Turning dust to wine

Stony ground is lending its character to the wines of Bendigo, writes Charmian Smith.

Rudi Bauer leaves the main road and drives through the dry, matagouri-peppered hills on the north side of Lake Wanaka. Above is the high country where Shrek the merino sheep roamed before he became famous.

It is bony soil with no organic matter because the rabbits eat everything as soon as it grows, Bauer, winemaker at Quartz Reef and the first to plant vines in the Bendigo area, says.

He is taking the back way to the vineyards to show me what the land was like before the widespread vineyard planting 12-15 years ago.

More than 20 years ago he and John Perriam, owner of Bendigo Station, drove round looking for suitable vineyard land. Perriam was losing his productive lowland farm to Lake Dunstan and was wanting to diversify the high-country land he was left with, and Bauer was looking for a place to plant a vineyard.

Up another gully and over the brow we see the Bendigo vineyards spreading widely across the lower slopes of the north-facing amphitheatre. At the end of September when I visited there were no leaves, although the first buds were about to burst, probably the earliest in Central Otago. The Bendigo viticultural subregion is said to be the warmest in Central. Sheltered from the cold southerlies, it basks in the sun and retains the heat.

Besides the lower slopes and flats, there are two higher vineyard terraces, Chinaman's Terrace and higher up the hill on the other side of the creek Schoolhouse Terrace, names recalling the goldmining past of the once thriving settlement of Bendigo.

I had come to have a close look at this area, hoping to learn what made it different from other Central Otago subregions and to see if I could discern any difference between wines from grapes grown on the lower terraces, the slopes or the upper terraces.

As many of the vines are now 10-12 years old, they should be starting to express some of the terroir, or so the theory goes.

Bauer started planting his Quartz Reef vineyard in 1991, fencing out the rabbits and applying irrigation. It was one of the earliest in the Cromwell Basin - even at Bannockburn and Lowburn planting was only beginning and pinot noir was not yet the star of the region.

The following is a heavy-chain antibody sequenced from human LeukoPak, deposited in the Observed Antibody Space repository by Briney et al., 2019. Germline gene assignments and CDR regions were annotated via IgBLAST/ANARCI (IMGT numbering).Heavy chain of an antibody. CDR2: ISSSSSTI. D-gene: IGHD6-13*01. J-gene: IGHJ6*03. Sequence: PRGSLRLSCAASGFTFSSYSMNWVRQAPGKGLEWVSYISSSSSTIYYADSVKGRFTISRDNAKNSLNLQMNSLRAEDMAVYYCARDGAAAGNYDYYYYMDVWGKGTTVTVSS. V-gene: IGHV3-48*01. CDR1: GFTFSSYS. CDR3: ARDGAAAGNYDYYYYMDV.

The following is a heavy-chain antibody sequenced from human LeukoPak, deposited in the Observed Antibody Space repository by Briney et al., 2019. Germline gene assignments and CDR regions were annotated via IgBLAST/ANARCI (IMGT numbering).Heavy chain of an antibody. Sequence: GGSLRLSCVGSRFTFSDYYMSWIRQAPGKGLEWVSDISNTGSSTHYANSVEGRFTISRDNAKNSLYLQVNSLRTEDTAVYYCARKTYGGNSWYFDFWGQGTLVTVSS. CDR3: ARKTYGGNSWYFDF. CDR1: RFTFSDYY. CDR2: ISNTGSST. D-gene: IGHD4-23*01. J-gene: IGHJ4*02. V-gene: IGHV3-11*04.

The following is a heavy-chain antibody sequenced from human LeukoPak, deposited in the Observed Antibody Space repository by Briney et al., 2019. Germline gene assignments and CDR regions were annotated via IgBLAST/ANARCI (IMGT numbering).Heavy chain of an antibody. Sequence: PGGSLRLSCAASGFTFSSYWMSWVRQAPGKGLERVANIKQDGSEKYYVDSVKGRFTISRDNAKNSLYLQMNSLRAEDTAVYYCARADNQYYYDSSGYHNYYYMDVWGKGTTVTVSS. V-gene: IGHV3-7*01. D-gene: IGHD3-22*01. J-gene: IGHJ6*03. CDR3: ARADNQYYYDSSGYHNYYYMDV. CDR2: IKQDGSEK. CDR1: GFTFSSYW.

"It needed someone with vision to give it a shot," Bauer said modestly.

Other vineyards soon followed in Bendigo, especially once irrigation water was available on the terraces. Soon the unprecedented green of vines showed the difference water, hard work and rabbit fencing can make to the dry bony soils.

We come down the track and into the Quartz Reef vineyard on the lower slopes alongside Loop Rd. Sheep are grazing the grass and weeds under the vines, manuring the vineyard at the same time, but it is spring and the first leaves are starting to appear. The sheep have to go before they start eating the shoots, Bauer says and gets on the phone to organise their removal.

Quartz Reef pinot noirs are grown on this steep vineyard.

Across the road on the flatter Loop Rd vineyard are pinot gris, chardonnay and pinot noir for the sparkling wines, and the nerve centre of his biodynamic operation with its large compost heap and herbs for other preparations. Unlike other regions, many vineyards in Central are biodynamic or organic.

Bauer makes two pinot noirs, a spicy, red-fruited Quartz Reef with an underlying savoury suggestion of mineral, and a richer, dark-fruited, silky-textured, firmly structured Quartz Reef Bendigo.

Dominic Mondillo was another early planter in the Bendigo subregion.

As viticulturist for Gibbston Valley Wines for 14 years, he was looking for possible vineyard sites and walked over a lot of Central Otago. However, he kept coming back to Bendigo. It is the warmest site in the coolest region, he said.